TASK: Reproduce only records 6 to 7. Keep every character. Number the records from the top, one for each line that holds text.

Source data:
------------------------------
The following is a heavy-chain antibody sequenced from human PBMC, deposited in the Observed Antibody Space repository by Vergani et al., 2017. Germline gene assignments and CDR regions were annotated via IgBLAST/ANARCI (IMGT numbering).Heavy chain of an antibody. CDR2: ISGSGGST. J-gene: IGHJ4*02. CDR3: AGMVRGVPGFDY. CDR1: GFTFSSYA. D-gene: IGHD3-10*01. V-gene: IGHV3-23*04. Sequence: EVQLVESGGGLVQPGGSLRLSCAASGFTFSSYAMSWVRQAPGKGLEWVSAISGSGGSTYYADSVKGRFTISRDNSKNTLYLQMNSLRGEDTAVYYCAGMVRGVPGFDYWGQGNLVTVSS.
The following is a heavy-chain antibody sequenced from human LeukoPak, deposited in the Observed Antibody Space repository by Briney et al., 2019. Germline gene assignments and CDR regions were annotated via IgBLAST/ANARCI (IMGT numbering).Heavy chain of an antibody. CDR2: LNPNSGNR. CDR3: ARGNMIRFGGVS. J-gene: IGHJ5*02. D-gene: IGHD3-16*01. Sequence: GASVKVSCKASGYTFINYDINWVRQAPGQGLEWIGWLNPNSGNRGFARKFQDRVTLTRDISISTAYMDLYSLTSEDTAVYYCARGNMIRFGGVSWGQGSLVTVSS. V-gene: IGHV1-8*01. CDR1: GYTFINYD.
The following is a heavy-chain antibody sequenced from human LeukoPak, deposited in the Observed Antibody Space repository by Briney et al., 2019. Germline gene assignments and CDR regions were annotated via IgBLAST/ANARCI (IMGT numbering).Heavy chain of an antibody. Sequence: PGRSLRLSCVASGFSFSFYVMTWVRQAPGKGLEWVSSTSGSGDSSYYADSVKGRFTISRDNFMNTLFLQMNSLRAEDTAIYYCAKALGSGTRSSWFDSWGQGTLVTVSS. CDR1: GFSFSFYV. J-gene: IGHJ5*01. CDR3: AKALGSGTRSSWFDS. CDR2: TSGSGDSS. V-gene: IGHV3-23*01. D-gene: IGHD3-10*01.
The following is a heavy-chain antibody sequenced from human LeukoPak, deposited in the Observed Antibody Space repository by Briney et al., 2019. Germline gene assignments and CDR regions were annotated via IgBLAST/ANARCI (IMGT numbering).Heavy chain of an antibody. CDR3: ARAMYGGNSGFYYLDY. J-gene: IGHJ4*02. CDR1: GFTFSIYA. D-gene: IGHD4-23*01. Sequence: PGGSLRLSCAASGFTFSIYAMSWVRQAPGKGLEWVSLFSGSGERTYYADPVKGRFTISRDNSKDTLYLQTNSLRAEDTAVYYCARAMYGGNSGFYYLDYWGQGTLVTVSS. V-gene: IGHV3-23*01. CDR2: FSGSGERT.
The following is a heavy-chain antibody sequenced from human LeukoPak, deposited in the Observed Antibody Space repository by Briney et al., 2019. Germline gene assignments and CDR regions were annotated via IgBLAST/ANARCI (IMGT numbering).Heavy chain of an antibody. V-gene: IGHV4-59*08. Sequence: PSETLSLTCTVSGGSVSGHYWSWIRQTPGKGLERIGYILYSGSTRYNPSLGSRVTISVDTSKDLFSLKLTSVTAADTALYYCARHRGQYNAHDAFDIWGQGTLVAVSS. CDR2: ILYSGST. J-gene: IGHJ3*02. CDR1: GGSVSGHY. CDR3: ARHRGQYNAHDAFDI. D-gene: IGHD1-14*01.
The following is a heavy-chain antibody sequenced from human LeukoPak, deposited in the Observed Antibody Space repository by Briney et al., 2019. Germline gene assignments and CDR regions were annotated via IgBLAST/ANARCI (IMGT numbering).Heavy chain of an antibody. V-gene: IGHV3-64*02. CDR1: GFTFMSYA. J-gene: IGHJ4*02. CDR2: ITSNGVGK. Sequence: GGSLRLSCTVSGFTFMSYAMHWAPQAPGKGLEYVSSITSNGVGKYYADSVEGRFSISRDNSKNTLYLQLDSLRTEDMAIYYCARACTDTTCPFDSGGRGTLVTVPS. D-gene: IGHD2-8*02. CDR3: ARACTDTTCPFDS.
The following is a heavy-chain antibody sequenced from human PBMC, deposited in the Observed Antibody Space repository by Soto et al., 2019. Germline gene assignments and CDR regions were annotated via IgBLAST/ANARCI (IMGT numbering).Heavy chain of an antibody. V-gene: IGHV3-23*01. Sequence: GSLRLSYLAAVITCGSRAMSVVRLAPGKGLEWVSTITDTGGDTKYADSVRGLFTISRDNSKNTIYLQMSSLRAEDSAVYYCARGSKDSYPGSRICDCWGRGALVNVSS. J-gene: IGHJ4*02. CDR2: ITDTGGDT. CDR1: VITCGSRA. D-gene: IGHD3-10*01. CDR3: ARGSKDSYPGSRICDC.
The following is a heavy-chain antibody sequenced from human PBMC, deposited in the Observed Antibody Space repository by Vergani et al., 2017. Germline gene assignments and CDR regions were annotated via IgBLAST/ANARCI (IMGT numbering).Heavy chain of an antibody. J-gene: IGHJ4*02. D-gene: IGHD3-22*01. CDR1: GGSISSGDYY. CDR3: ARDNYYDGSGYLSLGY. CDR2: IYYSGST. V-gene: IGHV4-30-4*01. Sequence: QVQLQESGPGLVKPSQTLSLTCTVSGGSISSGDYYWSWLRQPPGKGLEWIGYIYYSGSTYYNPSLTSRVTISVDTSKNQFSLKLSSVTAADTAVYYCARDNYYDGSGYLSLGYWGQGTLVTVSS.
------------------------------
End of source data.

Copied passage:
The following is a heavy-chain antibody sequenced from human LeukoPak, deposited in the Observed Antibody Space repository by Briney et al., 2019. Germline gene assignments and CDR regions were annotated via IgBLAST/ANARCI (IMGT numbering).Heavy chain of an antibody. V-gene: IGHV3-64*02. CDR1: GFTFMSYA. J-gene: IGHJ4*02. CDR2: ITSNGVGK. Sequence: GGSLRLSCTVSGFTFMSYAMHWAPQAPGKGLEYVSSITSNGVGKYYADSVEGRFSISRDNSKNTLYLQLDSLRTEDMAIYYCARACTDTTCPFDSGGRGTLVTVPS. D-gene: IGHD2-8*02. CDR3: ARACTDTTCPFDS.
The following is a heavy-chain antibody sequenced from human PBMC, deposited in the Observed Antibody Space repository by Soto et al., 2019. Germline gene assignments and CDR regions were annotated via IgBLAST/ANARCI (IMGT numbering).Heavy chain of an antibody. V-gene: IGHV3-23*01. Sequence: GSLRLSYLAAVITCGSRAMSVVRLAPGKGLEWVSTITDTGGDTKYADSVRGLFTISRDNSKNTIYLQMSSLRAEDSAVYYCARGSKDSYPGSRICDCWGRGALVNVSS. J-gene: IGHJ4*02. CDR2: ITDTGGDT. CDR1: VITCGSRA. D-gene: IGHD3-10*01. CDR3: ARGSKDSYPGSRICDC.